The mercurial figure of Zulfikar Ali Bhutto (1928-1979) and his role in Pakistan’s history are still the subjects of intense debate even after 36 years of his demise. Along with his many admirers, Bhutto had his detractors too.
People from either side of this acerbic divide express their sentiments vociferously. Smitten by his charisma, Bhutto’s admirers do not tire of listing his services for Pakistan: the atomic bomb, a consensual constitution, the Islamic summit conference, a new direction for the country’s foreign policy etc. His detractors, on the other hand, leave no stone unturned in making him out to be a demon. His collusion with the likes of Iskandar Mirza and Gen. Ayub Khan, his role regarding the secession of East Pakistan, amendments to the constitution, his atrocious attitude towards some journalists, the rigged election of 1977, the stage-managing of a few murders and the list of his ‘crimes’ goes on including military action in Balochistan.
Completely devoid of good intentions, Bhutto, according to many, was demagogy and arrogance incarnate. He did not believe in whatever he said. Most of these incriminations were levelled against him when he was deposed in 1977 and, at the behest of the Zia ul Haq regime, a relentless campaign of demonisation was unleashed. For eleven long years, he was mentioned only in absolutely negative terms.
Hence more than three and a half decades after his death, his deification hangs in perfect balance with his demonisation. It is mind-boggling how the political opinion is still divided so sharply. In some cases he is criticised by those on both the right and left wings of the political spectrum. It is almost impossible to hear a neutral analysis of his time in power.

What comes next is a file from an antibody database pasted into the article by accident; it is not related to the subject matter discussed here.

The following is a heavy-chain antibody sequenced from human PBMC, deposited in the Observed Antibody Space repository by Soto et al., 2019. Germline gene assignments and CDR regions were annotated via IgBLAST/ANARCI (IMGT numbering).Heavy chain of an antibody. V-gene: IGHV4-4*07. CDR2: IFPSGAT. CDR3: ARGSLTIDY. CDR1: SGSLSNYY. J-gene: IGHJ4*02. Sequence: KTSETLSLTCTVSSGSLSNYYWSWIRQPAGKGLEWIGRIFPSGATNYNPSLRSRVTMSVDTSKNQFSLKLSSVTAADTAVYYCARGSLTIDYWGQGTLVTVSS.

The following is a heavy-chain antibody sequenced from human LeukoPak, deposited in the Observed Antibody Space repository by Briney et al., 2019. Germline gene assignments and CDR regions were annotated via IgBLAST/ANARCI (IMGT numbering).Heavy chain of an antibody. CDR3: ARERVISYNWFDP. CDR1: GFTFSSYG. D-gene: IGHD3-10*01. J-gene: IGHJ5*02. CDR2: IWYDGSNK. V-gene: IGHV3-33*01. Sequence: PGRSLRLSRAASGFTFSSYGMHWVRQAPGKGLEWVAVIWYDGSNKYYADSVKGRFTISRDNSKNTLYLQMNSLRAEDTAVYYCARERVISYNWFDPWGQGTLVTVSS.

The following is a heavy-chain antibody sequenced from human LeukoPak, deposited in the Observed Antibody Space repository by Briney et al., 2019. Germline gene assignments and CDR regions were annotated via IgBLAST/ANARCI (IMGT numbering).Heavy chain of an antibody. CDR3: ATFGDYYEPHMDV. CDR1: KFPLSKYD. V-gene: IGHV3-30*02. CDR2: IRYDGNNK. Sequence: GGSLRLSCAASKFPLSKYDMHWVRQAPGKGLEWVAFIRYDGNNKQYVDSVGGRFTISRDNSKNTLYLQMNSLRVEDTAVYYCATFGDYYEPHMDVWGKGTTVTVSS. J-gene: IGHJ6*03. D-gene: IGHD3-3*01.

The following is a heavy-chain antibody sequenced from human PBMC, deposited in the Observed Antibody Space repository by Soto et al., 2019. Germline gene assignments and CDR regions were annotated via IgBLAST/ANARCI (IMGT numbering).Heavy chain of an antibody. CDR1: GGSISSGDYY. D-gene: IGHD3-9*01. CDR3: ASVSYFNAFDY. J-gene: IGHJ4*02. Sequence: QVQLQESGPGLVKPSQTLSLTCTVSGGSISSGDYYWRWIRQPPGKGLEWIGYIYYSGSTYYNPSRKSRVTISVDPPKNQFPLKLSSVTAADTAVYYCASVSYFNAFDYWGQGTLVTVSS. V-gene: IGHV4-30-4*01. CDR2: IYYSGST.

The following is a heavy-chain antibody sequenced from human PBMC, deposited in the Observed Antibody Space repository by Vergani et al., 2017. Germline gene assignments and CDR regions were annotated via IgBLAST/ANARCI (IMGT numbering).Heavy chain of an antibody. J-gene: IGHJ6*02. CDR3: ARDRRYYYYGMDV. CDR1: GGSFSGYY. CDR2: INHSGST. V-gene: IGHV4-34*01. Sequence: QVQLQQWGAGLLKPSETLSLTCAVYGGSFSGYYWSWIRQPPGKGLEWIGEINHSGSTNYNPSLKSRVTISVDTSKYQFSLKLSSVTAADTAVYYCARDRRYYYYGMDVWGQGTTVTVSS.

Bizarrely, however, the very criteria deployed for assessing his role and the style of politics he came to adopt is a bit too utopian. More so, such assessment of Bhutto amply testifies to the inability of analysts from either side to historicise the phenomenon that Bhutto represented. With utter disregard for the oligarchic past and extremely uncertain present that Pakistan was beset with at the time, his critics excoriate Bhutto for not conjuring up a perfect system in which all norms of democracy and egalitarianism could be observed in true letter and spirit.
In all fairness, this is asking for too much. One must bear in mind that, exactly like any organic entity, a political system is not conjured out of nothing; rather it passes through stages of evolution. After a certain period the system, if allowed to continue on its course, it attains a measure of maturity and acquires some sort of egalitarian spirit. It should not be presented as the handiwork of a conjurer.